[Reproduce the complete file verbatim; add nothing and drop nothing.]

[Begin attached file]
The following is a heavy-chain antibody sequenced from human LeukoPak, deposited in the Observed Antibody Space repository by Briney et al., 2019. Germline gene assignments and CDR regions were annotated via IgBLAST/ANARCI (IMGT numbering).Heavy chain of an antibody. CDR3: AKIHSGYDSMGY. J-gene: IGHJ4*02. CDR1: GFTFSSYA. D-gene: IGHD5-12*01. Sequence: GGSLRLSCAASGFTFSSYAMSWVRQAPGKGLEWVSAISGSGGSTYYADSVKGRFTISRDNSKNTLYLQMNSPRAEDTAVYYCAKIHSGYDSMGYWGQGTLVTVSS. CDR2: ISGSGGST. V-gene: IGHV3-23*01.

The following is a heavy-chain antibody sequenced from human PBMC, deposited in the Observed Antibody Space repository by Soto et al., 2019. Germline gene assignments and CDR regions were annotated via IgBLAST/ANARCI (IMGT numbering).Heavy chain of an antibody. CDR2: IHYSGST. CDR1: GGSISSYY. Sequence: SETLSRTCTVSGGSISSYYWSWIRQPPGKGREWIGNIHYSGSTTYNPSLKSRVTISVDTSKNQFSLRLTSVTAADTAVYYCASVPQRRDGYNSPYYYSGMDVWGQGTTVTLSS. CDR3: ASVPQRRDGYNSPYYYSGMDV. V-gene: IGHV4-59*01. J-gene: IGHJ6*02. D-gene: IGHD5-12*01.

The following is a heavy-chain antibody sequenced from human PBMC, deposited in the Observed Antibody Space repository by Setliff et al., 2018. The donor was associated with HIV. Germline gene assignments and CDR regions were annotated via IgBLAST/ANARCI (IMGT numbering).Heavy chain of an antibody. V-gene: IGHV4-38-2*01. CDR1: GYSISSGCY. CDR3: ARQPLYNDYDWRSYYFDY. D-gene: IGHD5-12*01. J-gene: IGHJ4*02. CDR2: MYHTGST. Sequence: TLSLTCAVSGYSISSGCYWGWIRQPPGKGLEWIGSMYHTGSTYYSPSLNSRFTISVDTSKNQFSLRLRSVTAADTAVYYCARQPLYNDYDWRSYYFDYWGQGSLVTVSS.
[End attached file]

The following is a heavy-chain antibody sequenced from human LeukoPak, deposited in the Observed Antibody Space repository by Briney et al., 2019. Germline gene assignments and CDR regions were annotated via IgBLAST/ANARCI (IMGT numbering).Heavy chain of an antibody. CDR3: AKIHSGYDSMGY. J-gene: IGHJ4*02. CDR1: GFTFSSYA. D-gene: IGHD5-12*01. Sequence: GGSLRLSCAASGFTFSSYAMSWVRQAPGKGLEWVSAISGSGGSTYYADSVKGRFTISRDNSKNTLYLQMNSPRAEDTAVYYCAKIHSGYDSMGYWGQGTLVTVSS. CDR2: ISGSGGST. V-gene: IGHV3-23*01.

The following is a heavy-chain antibody sequenced from human PBMC, deposited in the Observed Antibody Space repository by Soto et al., 2019. Germline gene assignments and CDR regions were annotated via IgBLAST/ANARCI (IMGT numbering).Heavy chain of an antibody. CDR2: IHYSGST. CDR1: GGSISSYY. Sequence: SETLSRTCTVSGGSISSYYWSWIRQPPGKGREWIGNIHYSGSTTYNPSLKSRVTISVDTSKNQFSLRLTSVTAADTAVYYCASVPQRRDGYNSPYYYSGMDVWGQGTTVTLSS. CDR3: ASVPQRRDGYNSPYYYSGMDV. V-gene: IGHV4-59*01. J-gene: IGHJ6*02. D-gene: IGHD5-12*01.

The following is a heavy-chain antibody sequenced from human PBMC, deposited in the Observed Antibody Space repository by Setliff et al., 2018. The donor was associated with HIV. Germline gene assignments and CDR regions were annotated via IgBLAST/ANARCI (IMGT numbering).Heavy chain of an antibody. V-gene: IGHV4-38-2*01. CDR1: GYSISSGCY. CDR3: ARQPLYNDYDWRSYYFDY. D-gene: IGHD5-12*01. J-gene: IGHJ4*02. CDR2: MYHTGST. Sequence: TLSLTCAVSGYSISSGCYWGWIRQPPGKGLEWIGSMYHTGSTYYSPSLNSRFTISVDTSKNQFSLRLRSVTAADTAVYYCARQPLYNDYDWRSYYFDYWGQGSLVTVSS.